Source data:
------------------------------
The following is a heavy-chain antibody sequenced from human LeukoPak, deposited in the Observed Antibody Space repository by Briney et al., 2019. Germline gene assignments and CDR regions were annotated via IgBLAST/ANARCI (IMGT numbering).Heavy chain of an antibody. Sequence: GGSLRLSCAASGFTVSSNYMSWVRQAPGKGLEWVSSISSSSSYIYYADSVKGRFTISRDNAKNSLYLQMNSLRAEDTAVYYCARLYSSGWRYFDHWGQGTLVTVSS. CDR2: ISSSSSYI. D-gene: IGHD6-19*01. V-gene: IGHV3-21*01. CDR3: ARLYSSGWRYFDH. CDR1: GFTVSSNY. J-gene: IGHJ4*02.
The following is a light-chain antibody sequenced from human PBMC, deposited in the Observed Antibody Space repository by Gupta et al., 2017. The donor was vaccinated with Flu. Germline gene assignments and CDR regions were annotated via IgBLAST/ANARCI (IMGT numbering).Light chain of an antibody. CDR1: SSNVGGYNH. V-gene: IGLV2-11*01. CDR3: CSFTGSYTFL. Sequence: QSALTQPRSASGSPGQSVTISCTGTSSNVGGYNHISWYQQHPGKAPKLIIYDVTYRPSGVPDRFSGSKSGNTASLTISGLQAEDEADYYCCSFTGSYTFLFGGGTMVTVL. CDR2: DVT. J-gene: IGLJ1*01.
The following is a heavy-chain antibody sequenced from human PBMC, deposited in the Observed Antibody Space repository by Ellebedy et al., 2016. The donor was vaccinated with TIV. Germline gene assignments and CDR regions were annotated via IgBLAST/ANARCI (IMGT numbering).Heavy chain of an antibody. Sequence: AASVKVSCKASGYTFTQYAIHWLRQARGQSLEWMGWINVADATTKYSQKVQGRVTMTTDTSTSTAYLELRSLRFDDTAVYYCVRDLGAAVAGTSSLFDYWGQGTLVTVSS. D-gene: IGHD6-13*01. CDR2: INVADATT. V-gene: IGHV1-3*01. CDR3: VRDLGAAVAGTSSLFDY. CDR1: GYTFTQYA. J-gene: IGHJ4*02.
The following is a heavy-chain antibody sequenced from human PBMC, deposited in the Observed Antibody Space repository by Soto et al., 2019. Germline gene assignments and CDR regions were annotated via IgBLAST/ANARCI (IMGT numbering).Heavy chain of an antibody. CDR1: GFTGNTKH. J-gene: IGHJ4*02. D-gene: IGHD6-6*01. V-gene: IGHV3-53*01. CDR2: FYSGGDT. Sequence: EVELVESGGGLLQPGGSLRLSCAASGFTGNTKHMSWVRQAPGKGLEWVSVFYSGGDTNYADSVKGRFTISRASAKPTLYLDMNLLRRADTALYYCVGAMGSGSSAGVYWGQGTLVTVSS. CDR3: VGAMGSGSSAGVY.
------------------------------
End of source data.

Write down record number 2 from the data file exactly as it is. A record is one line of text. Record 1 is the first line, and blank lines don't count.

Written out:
The following is a light-chain antibody sequenced from human PBMC, deposited in the Observed Antibody Space repository by Gupta et al., 2017. The donor was vaccinated with Flu. Germline gene assignments and CDR regions were annotated via IgBLAST/ANARCI (IMGT numbering).Light chain of an antibody. CDR1: SSNVGGYNH. V-gene: IGLV2-11*01. CDR3: CSFTGSYTFL. Sequence: QSALTQPRSASGSPGQSVTISCTGTSSNVGGYNHISWYQQHPGKAPKLIIYDVTYRPSGVPDRFSGSKSGNTASLTISGLQAEDEADYYCCSFTGSYTFLFGGGTMVTVL. CDR2: DVT. J-gene: IGLJ1*01.